PhD Defense: Serving Up Revolution...and Sourdough Chocolate Devastation Cake

In today's post, The Historical Cooking Projects' Editor in Chief, Alex Ketchum, explains the important role food played in her dissertation defense. 

On June 5, 2018 I defended my PhD dissertation, "Serving Up Revolution: Feminist Restaurants, Cafés, and Coffeehouses in the United States and Canada from 1972 to 1989." It is the first history of the more than 250 feminist and lesbian restaurants, cafés, and coffeehouses that existed in the United States during the 1970s and 1980s.

It emphasizes the importance of physical space for socializing, activism, economics, and community building. Feminist restaurants produced fertile environments for political organizing and activism. The history of feminist restaurants, cafés, and coffeehouses in the United States and Canada is a history of business practices, political activism, and food politics. This dissertation places these eateries within the greater context of twentieth century American feminist political economy. Bolstered by the creation of mapping interfaces, this project re-centers feminist entrepreneurialism and challenges narratives of post-war feminism.

As everyone at the table had read the dissertation and those in the audience had at least had to hear me talk about the project ad naseum, I didn't spend much time recapping the project. Instead, during my presentation, my goal was to elaborate on what wasn’t on the page—what couldn’t be expressed in words and to go into further detail. I discussed why I chose the definitions I did, why I organized the chapters in that way I did, and the arguments I would like to expand upon in further work.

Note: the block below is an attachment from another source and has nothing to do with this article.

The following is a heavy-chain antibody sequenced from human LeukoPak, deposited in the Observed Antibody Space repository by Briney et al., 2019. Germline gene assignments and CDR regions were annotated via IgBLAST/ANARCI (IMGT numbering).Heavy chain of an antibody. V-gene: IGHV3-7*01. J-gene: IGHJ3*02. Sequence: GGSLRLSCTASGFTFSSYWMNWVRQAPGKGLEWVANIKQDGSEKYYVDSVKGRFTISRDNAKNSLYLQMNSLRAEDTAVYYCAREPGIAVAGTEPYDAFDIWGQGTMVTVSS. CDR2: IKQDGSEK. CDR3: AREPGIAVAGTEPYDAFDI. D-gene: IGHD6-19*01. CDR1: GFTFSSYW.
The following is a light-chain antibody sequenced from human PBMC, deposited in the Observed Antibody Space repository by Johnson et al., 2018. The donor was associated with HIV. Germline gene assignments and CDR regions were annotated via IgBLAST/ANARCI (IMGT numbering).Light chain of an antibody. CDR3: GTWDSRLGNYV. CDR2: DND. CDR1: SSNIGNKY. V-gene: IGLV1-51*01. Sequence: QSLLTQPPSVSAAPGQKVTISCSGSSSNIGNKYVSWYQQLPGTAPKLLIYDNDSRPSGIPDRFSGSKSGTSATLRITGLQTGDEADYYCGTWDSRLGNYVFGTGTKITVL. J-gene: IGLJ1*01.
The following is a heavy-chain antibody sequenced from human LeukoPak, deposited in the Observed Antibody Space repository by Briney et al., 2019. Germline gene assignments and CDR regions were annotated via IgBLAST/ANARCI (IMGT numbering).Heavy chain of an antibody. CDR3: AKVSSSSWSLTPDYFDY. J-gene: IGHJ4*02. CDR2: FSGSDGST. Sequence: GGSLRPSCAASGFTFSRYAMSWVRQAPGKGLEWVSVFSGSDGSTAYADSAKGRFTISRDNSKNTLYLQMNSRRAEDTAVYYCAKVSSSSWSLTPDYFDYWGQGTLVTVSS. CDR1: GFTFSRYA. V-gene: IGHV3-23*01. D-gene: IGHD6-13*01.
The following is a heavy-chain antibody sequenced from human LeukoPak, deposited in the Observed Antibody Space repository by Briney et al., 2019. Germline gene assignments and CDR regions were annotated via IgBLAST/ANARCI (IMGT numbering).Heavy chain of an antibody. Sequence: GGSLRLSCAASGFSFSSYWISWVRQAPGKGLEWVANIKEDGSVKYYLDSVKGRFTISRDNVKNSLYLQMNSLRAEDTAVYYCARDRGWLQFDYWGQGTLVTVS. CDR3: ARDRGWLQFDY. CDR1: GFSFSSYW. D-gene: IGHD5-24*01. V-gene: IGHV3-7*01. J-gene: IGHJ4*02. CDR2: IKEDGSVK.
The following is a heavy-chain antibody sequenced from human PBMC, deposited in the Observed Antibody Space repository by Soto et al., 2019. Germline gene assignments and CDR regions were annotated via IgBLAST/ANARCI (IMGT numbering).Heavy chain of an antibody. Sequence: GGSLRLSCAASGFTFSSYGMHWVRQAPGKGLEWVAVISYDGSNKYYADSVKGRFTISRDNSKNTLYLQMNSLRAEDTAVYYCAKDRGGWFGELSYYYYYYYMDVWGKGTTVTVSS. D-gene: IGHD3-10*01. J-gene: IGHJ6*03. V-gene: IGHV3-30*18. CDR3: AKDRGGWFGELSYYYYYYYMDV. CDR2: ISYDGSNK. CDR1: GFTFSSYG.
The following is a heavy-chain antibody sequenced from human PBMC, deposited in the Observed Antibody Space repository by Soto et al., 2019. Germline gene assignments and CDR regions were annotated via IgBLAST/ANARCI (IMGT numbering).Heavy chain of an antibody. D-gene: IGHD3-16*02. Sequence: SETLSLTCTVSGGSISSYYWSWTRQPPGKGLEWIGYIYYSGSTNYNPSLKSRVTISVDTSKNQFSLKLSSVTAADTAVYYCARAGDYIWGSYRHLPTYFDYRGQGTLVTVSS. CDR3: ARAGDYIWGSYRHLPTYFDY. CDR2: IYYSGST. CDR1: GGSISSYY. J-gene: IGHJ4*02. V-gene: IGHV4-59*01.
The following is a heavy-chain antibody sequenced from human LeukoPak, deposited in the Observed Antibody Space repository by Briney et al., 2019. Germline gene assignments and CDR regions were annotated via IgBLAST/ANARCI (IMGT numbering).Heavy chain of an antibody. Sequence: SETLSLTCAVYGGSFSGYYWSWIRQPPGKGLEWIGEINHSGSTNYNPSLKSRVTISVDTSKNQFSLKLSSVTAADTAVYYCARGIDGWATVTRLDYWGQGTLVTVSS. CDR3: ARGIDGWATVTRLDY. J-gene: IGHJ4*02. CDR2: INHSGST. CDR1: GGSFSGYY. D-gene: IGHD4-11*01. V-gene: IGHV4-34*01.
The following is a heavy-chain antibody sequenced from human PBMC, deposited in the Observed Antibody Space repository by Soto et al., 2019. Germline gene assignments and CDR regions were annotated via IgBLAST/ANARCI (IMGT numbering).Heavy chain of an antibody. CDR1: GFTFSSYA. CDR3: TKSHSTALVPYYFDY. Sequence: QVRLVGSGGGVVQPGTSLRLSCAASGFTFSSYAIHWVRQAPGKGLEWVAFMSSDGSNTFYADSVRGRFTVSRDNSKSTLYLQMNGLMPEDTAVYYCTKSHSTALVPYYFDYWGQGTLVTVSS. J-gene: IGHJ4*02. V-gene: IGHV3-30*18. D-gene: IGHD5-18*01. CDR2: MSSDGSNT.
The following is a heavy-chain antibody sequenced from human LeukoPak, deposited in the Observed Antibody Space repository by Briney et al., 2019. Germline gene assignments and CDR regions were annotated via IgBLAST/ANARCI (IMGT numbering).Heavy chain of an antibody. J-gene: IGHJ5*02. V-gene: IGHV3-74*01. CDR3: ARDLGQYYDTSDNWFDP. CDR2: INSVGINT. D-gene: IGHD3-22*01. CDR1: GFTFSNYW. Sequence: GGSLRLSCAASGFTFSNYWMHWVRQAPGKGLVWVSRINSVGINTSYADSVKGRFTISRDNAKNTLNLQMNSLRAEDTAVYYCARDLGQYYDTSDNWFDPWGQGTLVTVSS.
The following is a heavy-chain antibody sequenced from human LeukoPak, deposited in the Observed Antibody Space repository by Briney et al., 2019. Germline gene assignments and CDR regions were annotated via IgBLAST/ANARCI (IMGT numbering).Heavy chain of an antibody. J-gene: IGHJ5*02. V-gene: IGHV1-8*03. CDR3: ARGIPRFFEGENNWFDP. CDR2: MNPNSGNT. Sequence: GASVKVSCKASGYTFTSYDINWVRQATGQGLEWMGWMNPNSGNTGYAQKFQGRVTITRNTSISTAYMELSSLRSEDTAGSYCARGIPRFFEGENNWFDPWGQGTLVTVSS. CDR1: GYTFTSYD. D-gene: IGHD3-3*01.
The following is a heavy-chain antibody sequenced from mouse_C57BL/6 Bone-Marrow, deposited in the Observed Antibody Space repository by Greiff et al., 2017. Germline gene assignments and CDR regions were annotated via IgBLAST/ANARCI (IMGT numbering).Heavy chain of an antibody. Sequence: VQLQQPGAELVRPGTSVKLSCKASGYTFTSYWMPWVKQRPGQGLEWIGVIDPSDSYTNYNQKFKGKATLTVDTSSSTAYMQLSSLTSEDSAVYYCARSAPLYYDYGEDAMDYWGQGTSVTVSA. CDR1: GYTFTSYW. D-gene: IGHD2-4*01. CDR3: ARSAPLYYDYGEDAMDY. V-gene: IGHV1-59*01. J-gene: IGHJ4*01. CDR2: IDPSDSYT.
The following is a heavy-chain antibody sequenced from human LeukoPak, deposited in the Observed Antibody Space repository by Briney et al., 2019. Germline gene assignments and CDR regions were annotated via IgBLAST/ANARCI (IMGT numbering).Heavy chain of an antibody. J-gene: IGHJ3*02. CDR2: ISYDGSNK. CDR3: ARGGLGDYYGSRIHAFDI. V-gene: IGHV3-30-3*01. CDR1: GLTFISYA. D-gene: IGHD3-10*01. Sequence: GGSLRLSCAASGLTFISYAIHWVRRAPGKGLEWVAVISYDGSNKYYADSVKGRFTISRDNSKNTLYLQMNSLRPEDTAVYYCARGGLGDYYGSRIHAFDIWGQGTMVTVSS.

Additionally, I wanted to bring in what sheet and ink could not. As feminist restaurants and cafes engaged with their communities by sponsoring guest speakers, concerts, poetry meetings, and art shows—engaging their community through audio, written texts, images, and textures, I hoped to provide the same multi-sensory experience.

I began my presentation by playing the first 90 seconds of the song, “Brick Hut.” It is the third track on Mary Watkin’s 1978 album “Something Moving.” Watkins, wrote the song about the Brick Hut Café of Berkeley, California which was in business from 1975- 1997. The cover of the album shows Watkins sitting at the counter at the first location of the Brick Hut Café, which lasted from 1975-1983, until the owners had to relocate. As you can see in the picture, the original menu was small. It was painted by Peggy Mitchell of the all woman rock band BeBe K'Roche, on a board attached to the hood above the stove. The lesbian feminist record company, Olivia records, produced both BeBe K’Roche and Watkins’ albums.

You may ask yourself, why I started my presentation about feminist restaurants and cafes with a discussion about lesbian feminist musicians and record companies. 

Feminist restaurants, cafes, and coffeehouses served as cultural and social centers for feminist and lesbian feminist communities. These businesses served as concert venues for musicians like Watkins and lesbian folk singer Alix Dobkin and locations where women could work as out-lesbians.

These restaurants provided economic opportunities both for the people working there and affiliated businesses and artistic and cultural ventures. The owners of these businesses wrote cookbooks and produced other cultural ephemera. IMPORTANTLY they flipped the narrative of the kitchen as an inherent site of women’s oppression and showed the empowering potential within cooking.

To talk about restaurants and food, especially during lunch time, without having any of the actual food there would have felt inappropriate. So while I spoke, I passed around cupcake versions of Sourdough Chocolate Devastation Cake.